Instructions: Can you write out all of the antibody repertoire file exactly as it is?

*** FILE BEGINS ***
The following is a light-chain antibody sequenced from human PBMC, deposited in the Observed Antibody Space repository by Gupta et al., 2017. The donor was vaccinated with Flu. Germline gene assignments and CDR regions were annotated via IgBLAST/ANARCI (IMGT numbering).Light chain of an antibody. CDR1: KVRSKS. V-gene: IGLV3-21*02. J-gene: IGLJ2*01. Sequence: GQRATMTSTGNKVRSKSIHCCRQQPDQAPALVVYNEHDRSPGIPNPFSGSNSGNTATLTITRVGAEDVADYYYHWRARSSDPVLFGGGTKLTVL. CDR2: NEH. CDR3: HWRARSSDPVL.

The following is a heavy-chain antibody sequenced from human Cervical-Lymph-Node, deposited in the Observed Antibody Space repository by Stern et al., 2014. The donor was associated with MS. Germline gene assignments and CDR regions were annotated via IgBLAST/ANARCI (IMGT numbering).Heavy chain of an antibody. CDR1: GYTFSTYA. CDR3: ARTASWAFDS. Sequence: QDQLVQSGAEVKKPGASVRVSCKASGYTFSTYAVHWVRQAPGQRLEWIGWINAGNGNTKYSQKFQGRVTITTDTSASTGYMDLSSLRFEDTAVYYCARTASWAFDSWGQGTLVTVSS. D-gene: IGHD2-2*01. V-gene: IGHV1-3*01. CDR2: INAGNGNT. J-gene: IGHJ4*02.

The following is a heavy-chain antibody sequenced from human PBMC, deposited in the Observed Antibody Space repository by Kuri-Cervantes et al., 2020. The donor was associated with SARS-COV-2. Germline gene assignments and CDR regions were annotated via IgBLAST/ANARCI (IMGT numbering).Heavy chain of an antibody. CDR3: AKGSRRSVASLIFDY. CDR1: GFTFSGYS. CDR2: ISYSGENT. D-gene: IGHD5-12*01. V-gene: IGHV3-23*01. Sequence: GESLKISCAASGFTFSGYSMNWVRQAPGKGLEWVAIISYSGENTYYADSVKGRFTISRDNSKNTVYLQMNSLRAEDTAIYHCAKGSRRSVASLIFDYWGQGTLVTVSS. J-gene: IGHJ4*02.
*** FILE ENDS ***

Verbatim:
The following is a light-chain antibody sequenced from human PBMC, deposited in the Observed Antibody Space repository by Gupta et al., 2017. The donor was vaccinated with Flu. Germline gene assignments and CDR regions were annotated via IgBLAST/ANARCI (IMGT numbering).Light chain of an antibody. CDR1: KVRSKS. V-gene: IGLV3-21*02. J-gene: IGLJ2*01. Sequence: GQRATMTSTGNKVRSKSIHCCRQQPDQAPALVVYNEHDRSPGIPNPFSGSNSGNTATLTITRVGAEDVADYYYHWRARSSDPVLFGGGTKLTVL. CDR2: NEH. CDR3: HWRARSSDPVL.

The following is a heavy-chain antibody sequenced from human Cervical-Lymph-Node, deposited in the Observed Antibody Space repository by Stern et al., 2014. The donor was associated with MS. Germline gene assignments and CDR regions were annotated via IgBLAST/ANARCI (IMGT numbering).Heavy chain of an antibody. CDR1: GYTFSTYA. CDR3: ARTASWAFDS. Sequence: QDQLVQSGAEVKKPGASVRVSCKASGYTFSTYAVHWVRQAPGQRLEWIGWINAGNGNTKYSQKFQGRVTITTDTSASTGYMDLSSLRFEDTAVYYCARTASWAFDSWGQGTLVTVSS. D-gene: IGHD2-2*01. V-gene: IGHV1-3*01. CDR2: INAGNGNT. J-gene: IGHJ4*02.

The following is a heavy-chain antibody sequenced from human PBMC, deposited in the Observed Antibody Space repository by Kuri-Cervantes et al., 2020. The donor was associated with SARS-COV-2. Germline gene assignments and CDR regions were annotated via IgBLAST/ANARCI (IMGT numbering).Heavy chain of an antibody. CDR3: AKGSRRSVASLIFDY. CDR1: GFTFSGYS. CDR2: ISYSGENT. D-gene: IGHD5-12*01. V-gene: IGHV3-23*01. Sequence: GESLKISCAASGFTFSGYSMNWVRQAPGKGLEWVAIISYSGENTYYADSVKGRFTISRDNSKNTVYLQMNSLRAEDTAIYHCAKGSRRSVASLIFDYWGQGTLVTVSS. J-gene: IGHJ4*02.